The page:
Real life, her life now beginning, had sent her a villain in the form of an old family friend with strong, awkward limbs and a rugged friendly face who used to carry her on his back, and swim with her in the river, holding her against the current. That seemed about right – truth was strange and deceptive, it had to be struggled for, against the flow of the everyday. This was exactly what no one would have expected, and of course villains were not announced with hisses or soliloquies, they id not come cloaked in black, with ugly expressions. -From Atonement, page 147-
Ian McEwan’s NBCC award winning novel (which was also shortlisted for the 2001 Man Booker Prize) begins in England during a heatwave. Briony Tallis, a dramatic child obsessed with writing stories, prepares for the arrival of her Northern cousins – beautiful and manipulative Lola and her twin brothers – and her brother Leon. Briony’s older sister Cecilia meanwhile laments the long summer ahead of her and spars with the charwoman’s son Robbie. The initial chapters of Atonement move slowly, setting up the characters and establishing the sense of place. Set in the mid-1930s, the novel feels old-fashioned. Despite the slow pace, I enjoyed McEwan’s beautiful writing…and so once the plot and characters are fully established and things begin to unravel at the Tallis residence, my interest was quickly engaged.
The structure of Atonement is unusual – spanning several decades, and written from multiple points of view in three distinct parts which take the reader from England to France during WWII. But, the structure is one of the things that works well for a novel which thematically examines the interpretation of truth. McEwan manages to keep his reader unsettled, wondering at the characters’ motivations and leaving loose ends. It is not until the final page is turned that the reader is able to verify the whole story.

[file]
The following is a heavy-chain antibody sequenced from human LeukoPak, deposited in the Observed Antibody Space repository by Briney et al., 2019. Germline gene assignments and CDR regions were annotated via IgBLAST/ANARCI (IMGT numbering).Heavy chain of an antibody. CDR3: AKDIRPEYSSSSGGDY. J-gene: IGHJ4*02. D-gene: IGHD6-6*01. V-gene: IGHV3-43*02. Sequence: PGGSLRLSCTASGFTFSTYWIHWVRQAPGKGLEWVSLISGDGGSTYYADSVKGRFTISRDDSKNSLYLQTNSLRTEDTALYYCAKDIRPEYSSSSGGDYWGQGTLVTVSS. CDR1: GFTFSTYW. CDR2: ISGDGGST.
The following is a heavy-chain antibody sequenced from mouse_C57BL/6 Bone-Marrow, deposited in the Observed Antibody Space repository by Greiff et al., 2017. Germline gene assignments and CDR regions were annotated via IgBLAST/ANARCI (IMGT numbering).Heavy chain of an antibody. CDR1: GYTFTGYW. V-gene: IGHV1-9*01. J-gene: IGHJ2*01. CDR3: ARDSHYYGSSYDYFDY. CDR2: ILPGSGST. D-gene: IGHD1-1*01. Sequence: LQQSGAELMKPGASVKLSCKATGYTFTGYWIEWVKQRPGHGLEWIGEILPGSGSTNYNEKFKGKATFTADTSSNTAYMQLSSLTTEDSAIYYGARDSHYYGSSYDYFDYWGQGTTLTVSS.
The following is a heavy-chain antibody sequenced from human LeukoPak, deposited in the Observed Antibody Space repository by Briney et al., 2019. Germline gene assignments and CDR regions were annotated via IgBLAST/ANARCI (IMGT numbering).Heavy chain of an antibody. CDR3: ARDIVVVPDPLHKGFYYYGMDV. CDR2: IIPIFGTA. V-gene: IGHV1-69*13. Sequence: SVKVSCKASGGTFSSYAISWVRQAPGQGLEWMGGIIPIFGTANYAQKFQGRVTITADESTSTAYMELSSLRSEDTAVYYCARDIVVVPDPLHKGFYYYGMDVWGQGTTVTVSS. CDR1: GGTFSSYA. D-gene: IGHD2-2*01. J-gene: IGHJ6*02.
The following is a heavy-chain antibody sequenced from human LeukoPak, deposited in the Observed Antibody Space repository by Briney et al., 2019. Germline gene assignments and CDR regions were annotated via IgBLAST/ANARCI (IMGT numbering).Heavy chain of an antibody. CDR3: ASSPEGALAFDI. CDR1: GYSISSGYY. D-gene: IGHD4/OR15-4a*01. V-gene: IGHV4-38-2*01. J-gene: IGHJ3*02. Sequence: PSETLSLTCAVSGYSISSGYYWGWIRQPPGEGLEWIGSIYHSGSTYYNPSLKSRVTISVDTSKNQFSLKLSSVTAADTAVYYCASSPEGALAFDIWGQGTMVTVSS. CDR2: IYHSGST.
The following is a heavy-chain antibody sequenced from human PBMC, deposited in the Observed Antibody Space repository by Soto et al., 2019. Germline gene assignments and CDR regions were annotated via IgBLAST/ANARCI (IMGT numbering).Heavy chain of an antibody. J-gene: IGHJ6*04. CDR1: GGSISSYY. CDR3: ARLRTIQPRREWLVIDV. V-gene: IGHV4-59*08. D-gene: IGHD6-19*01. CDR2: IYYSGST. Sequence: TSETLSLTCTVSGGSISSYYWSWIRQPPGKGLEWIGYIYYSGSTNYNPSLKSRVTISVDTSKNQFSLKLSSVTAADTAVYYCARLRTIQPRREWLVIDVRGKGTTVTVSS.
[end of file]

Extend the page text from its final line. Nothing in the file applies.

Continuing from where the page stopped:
I can understand why Atonement captured the attention of the judges for prizes like the NBCC and the Booker, as well as the scriptwriters. It is a fully realized, very literary effort by an author who understands how to string together words which inspire, intrigue and tug at the heartstrings. I am happy that I waded through the early parts of the novel when the going was methodical. The reader who sticks with McEwan as he sets up the story will be rewarded in the end.
Another excellent review of this book can be found here at What Kate’s Reading.